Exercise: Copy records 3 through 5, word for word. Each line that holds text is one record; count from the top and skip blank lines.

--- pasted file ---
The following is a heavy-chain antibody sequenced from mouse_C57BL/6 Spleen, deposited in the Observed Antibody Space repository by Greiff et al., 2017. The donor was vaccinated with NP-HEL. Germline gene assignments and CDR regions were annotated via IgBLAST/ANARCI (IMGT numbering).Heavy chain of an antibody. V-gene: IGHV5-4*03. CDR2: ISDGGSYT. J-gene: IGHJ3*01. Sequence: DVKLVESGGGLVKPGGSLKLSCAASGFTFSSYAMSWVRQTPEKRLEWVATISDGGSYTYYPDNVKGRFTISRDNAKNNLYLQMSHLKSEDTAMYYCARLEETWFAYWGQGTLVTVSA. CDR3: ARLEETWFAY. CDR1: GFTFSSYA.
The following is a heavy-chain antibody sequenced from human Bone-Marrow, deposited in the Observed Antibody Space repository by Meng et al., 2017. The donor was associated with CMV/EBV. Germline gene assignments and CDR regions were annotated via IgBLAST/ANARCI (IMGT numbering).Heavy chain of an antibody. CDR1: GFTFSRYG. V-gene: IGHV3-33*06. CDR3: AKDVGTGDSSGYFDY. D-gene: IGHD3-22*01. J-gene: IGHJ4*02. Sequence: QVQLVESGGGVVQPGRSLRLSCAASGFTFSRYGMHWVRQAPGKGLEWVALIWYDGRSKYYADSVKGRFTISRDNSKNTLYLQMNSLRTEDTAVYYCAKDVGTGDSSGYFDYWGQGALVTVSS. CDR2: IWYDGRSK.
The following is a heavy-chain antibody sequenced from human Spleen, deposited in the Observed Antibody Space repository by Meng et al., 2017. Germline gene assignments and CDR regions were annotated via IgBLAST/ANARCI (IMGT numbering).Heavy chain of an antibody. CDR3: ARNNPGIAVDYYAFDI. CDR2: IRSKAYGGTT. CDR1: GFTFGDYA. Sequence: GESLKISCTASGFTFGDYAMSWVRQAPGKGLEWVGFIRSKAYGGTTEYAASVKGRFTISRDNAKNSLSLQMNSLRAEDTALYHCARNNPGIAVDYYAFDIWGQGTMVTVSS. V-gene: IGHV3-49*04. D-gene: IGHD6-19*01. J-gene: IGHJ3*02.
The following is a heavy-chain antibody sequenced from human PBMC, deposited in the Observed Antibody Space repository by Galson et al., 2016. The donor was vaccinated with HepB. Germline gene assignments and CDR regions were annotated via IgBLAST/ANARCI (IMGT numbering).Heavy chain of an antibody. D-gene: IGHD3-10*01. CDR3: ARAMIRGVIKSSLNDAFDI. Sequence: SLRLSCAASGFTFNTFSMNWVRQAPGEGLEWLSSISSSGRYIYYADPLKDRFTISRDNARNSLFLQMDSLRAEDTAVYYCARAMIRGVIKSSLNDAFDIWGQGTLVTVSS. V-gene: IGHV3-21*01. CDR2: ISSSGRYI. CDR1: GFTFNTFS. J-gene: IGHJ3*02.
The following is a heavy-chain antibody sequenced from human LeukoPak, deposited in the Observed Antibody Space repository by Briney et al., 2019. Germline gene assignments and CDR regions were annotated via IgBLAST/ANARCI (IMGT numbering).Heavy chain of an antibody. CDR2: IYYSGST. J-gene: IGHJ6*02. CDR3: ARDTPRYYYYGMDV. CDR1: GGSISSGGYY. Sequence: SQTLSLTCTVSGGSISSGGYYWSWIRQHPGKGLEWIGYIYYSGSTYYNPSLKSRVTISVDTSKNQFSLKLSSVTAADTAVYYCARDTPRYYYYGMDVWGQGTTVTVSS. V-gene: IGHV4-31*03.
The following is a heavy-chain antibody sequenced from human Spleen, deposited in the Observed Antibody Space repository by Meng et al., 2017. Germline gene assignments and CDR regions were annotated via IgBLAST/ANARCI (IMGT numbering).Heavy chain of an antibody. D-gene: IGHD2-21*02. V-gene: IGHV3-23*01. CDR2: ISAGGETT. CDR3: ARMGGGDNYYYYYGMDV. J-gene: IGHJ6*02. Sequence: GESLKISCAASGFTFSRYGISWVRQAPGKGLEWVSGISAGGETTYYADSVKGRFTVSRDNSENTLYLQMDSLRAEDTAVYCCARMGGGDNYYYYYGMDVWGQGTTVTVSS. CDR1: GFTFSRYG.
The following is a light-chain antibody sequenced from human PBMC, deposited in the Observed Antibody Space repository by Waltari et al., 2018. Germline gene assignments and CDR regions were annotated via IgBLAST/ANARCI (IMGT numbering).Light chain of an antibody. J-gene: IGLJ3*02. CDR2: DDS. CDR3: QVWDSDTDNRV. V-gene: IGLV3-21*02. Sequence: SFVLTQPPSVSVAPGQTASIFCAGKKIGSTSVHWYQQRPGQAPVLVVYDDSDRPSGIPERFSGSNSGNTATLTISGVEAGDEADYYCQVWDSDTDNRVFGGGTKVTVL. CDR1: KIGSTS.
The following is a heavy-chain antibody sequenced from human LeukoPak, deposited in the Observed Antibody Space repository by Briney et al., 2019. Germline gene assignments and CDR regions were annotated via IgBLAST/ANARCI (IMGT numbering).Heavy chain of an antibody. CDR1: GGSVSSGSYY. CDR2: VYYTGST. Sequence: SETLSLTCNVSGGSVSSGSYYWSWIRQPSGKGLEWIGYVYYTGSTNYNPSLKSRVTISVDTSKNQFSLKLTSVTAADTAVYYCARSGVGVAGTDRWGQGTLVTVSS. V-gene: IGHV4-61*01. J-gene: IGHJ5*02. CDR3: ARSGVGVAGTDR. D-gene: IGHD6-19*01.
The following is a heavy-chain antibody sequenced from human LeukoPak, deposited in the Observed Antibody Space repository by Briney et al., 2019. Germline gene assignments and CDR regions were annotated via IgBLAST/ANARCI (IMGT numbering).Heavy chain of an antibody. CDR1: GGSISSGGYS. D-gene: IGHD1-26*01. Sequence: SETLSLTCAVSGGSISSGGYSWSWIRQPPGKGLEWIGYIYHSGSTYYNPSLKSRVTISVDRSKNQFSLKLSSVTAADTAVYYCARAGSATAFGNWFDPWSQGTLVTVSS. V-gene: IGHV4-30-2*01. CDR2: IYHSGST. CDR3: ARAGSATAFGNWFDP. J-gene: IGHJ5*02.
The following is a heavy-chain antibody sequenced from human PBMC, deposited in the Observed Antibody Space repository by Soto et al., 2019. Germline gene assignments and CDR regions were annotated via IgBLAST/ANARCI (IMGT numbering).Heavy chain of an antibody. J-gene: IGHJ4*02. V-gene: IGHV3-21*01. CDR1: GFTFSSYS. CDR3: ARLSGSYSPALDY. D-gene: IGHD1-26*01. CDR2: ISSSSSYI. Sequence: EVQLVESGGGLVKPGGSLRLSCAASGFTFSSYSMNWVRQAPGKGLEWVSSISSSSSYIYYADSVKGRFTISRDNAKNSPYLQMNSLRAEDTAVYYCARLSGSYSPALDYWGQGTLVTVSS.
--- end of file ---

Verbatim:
The following is a heavy-chain antibody sequenced from human Spleen, deposited in the Observed Antibody Space repository by Meng et al., 2017. Germline gene assignments and CDR regions were annotated via IgBLAST/ANARCI (IMGT numbering).Heavy chain of an antibody. CDR3: ARNNPGIAVDYYAFDI. CDR2: IRSKAYGGTT. CDR1: GFTFGDYA. Sequence: GESLKISCTASGFTFGDYAMSWVRQAPGKGLEWVGFIRSKAYGGTTEYAASVKGRFTISRDNAKNSLSLQMNSLRAEDTALYHCARNNPGIAVDYYAFDIWGQGTMVTVSS. V-gene: IGHV3-49*04. D-gene: IGHD6-19*01. J-gene: IGHJ3*02.
The following is a heavy-chain antibody sequenced from human PBMC, deposited in the Observed Antibody Space repository by Galson et al., 2016. The donor was vaccinated with HepB. Germline gene assignments and CDR regions were annotated via IgBLAST/ANARCI (IMGT numbering).Heavy chain of an antibody. D-gene: IGHD3-10*01. CDR3: ARAMIRGVIKSSLNDAFDI. Sequence: SLRLSCAASGFTFNTFSMNWVRQAPGEGLEWLSSISSSGRYIYYADPLKDRFTISRDNARNSLFLQMDSLRAEDTAVYYCARAMIRGVIKSSLNDAFDIWGQGTLVTVSS. V-gene: IGHV3-21*01. CDR2: ISSSGRYI. CDR1: GFTFNTFS. J-gene: IGHJ3*02.
The following is a heavy-chain antibody sequenced from human LeukoPak, deposited in the Observed Antibody Space repository by Briney et al., 2019. Germline gene assignments and CDR regions were annotated via IgBLAST/ANARCI (IMGT numbering).Heavy chain of an antibody. CDR2: IYYSGST. J-gene: IGHJ6*02. CDR3: ARDTPRYYYYGMDV. CDR1: GGSISSGGYY. Sequence: SQTLSLTCTVSGGSISSGGYYWSWIRQHPGKGLEWIGYIYYSGSTYYNPSLKSRVTISVDTSKNQFSLKLSSVTAADTAVYYCARDTPRYYYYGMDVWGQGTTVTVSS. V-gene: IGHV4-31*03.